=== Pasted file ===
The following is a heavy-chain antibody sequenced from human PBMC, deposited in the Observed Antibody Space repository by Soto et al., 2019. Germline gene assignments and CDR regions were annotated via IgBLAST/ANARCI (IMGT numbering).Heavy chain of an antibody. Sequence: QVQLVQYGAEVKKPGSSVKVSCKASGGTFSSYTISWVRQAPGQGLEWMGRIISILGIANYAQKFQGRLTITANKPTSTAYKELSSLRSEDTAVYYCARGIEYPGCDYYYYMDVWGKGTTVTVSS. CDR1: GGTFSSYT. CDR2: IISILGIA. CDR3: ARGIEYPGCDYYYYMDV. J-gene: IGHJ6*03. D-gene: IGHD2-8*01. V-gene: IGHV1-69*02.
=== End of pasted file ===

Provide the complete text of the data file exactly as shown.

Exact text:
The following is a heavy-chain antibody sequenced from human PBMC, deposited in the Observed Antibody Space repository by Soto et al., 2019. Germline gene assignments and CDR regions were annotated via IgBLAST/ANARCI (IMGT numbering).Heavy chain of an antibody. Sequence: QVQLVQYGAEVKKPGSSVKVSCKASGGTFSSYTISWVRQAPGQGLEWMGRIISILGIANYAQKFQGRLTITANKPTSTAYKELSSLRSEDTAVYYCARGIEYPGCDYYYYMDVWGKGTTVTVSS. CDR1: GGTFSSYT. CDR2: IISILGIA. CDR3: ARGIEYPGCDYYYYMDV. J-gene: IGHJ6*03. D-gene: IGHD2-8*01. V-gene: IGHV1-69*02.